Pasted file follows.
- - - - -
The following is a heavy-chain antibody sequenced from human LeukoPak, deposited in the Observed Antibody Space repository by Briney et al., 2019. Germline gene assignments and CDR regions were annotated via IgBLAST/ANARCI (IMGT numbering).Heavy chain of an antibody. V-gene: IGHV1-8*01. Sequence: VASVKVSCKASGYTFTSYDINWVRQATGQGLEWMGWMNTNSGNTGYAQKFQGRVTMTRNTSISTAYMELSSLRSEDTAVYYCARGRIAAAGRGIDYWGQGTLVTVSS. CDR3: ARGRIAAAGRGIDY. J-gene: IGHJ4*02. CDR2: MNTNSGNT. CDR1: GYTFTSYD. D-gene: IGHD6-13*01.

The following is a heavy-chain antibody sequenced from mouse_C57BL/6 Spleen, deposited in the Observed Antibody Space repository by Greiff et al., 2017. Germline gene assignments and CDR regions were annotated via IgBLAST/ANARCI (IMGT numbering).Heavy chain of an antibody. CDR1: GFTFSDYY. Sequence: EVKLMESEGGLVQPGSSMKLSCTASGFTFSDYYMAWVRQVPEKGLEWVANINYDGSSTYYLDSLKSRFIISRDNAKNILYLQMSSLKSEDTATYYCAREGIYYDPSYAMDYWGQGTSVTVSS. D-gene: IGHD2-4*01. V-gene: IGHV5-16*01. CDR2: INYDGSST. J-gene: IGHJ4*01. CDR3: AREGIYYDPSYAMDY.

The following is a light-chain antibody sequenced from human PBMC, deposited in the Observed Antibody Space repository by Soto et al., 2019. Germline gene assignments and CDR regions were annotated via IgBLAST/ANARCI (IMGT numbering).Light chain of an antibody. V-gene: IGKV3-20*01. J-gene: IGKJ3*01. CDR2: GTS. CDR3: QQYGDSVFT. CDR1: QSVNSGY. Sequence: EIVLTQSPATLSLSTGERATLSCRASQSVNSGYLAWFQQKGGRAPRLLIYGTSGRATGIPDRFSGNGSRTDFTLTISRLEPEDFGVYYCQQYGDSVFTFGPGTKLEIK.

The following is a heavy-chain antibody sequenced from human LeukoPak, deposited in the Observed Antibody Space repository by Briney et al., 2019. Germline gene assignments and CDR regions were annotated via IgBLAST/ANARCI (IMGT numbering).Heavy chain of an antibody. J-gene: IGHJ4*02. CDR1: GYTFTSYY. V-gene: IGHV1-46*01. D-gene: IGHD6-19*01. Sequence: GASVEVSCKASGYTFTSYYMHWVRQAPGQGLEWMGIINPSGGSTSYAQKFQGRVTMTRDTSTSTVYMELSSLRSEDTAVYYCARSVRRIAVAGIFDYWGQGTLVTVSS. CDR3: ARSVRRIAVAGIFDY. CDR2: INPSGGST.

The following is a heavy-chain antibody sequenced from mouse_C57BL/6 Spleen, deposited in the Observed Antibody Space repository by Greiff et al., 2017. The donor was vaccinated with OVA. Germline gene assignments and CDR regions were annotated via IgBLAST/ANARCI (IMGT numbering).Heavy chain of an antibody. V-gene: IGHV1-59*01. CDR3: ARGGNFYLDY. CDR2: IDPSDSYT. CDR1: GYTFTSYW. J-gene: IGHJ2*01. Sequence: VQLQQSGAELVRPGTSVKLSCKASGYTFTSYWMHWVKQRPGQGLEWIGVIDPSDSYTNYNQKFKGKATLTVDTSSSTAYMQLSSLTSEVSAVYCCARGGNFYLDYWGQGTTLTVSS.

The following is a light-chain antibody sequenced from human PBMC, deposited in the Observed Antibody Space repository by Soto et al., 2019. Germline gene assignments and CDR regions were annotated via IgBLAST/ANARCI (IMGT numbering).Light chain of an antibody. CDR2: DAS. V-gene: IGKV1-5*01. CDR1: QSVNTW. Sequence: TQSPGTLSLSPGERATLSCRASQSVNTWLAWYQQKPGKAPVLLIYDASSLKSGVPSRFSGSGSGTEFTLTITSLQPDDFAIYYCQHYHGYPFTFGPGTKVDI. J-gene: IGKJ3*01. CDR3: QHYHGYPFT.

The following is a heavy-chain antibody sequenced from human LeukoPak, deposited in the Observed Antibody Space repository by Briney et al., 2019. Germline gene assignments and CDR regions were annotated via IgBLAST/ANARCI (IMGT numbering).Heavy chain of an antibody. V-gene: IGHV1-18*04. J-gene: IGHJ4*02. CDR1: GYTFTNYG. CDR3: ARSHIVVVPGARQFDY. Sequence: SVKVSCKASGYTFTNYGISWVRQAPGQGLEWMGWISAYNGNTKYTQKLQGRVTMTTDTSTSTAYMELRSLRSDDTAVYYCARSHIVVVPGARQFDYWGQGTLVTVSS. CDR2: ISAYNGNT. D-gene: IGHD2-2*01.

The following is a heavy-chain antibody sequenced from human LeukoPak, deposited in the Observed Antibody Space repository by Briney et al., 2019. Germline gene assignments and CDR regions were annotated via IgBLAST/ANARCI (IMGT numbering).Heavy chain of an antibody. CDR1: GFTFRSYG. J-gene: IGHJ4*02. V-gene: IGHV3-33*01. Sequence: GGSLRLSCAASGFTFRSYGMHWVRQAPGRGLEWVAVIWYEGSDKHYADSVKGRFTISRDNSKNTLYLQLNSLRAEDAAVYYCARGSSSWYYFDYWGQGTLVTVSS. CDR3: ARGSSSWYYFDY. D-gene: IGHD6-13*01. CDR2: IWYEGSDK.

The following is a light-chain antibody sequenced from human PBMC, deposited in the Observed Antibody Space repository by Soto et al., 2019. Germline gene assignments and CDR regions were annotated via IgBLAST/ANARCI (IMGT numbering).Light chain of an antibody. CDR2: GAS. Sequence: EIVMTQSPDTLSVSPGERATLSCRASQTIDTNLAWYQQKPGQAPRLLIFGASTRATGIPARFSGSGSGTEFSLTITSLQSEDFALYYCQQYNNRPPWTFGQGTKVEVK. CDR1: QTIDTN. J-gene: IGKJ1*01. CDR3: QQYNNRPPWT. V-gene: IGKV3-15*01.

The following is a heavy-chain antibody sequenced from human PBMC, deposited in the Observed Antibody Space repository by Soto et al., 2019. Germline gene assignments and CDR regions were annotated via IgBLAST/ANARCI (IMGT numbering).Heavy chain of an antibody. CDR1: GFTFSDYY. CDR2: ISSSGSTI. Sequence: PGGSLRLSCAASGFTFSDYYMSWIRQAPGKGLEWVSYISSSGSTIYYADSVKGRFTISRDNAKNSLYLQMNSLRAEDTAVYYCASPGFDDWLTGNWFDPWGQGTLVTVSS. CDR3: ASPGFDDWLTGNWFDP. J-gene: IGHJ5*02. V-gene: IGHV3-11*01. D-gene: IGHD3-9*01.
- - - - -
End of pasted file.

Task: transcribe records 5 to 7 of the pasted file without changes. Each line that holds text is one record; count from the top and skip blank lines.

The following is a heavy-chain antibody sequenced from mouse_C57BL/6 Spleen, deposited in the Observed Antibody Space repository by Greiff et al., 2017. The donor was vaccinated with OVA. Germline gene assignments and CDR regions were annotated via IgBLAST/ANARCI (IMGT numbering).Heavy chain of an antibody. V-gene: IGHV1-59*01. CDR3: ARGGNFYLDY. CDR2: IDPSDSYT. CDR1: GYTFTSYW. J-gene: IGHJ2*01. Sequence: VQLQQSGAELVRPGTSVKLSCKASGYTFTSYWMHWVKQRPGQGLEWIGVIDPSDSYTNYNQKFKGKATLTVDTSSSTAYMQLSSLTSEVSAVYCCARGGNFYLDYWGQGTTLTVSS.

The following is a light-chain antibody sequenced from human PBMC, deposited in the Observed Antibody Space repository by Soto et al., 2019. Germline gene assignments and CDR regions were annotated via IgBLAST/ANARCI (IMGT numbering).Light chain of an antibody. CDR2: DAS. V-gene: IGKV1-5*01. CDR1: QSVNTW. Sequence: TQSPGTLSLSPGERATLSCRASQSVNTWLAWYQQKPGKAPVLLIYDASSLKSGVPSRFSGSGSGTEFTLTITSLQPDDFAIYYCQHYHGYPFTFGPGTKVDI. J-gene: IGKJ3*01. CDR3: QHYHGYPFT.

The following is a heavy-chain antibody sequenced from human LeukoPak, deposited in the Observed Antibody Space repository by Briney et al., 2019. Germline gene assignments and CDR regions were annotated via IgBLAST/ANARCI (IMGT numbering).Heavy chain of an antibody. V-gene: IGHV1-18*04. J-gene: IGHJ4*02. CDR1: GYTFTNYG. CDR3: ARSHIVVVPGARQFDY. Sequence: SVKVSCKASGYTFTNYGISWVRQAPGQGLEWMGWISAYNGNTKYTQKLQGRVTMTTDTSTSTAYMELRSLRSDDTAVYYCARSHIVVVPGARQFDYWGQGTLVTVSS. CDR2: ISAYNGNT. D-gene: IGHD2-2*01.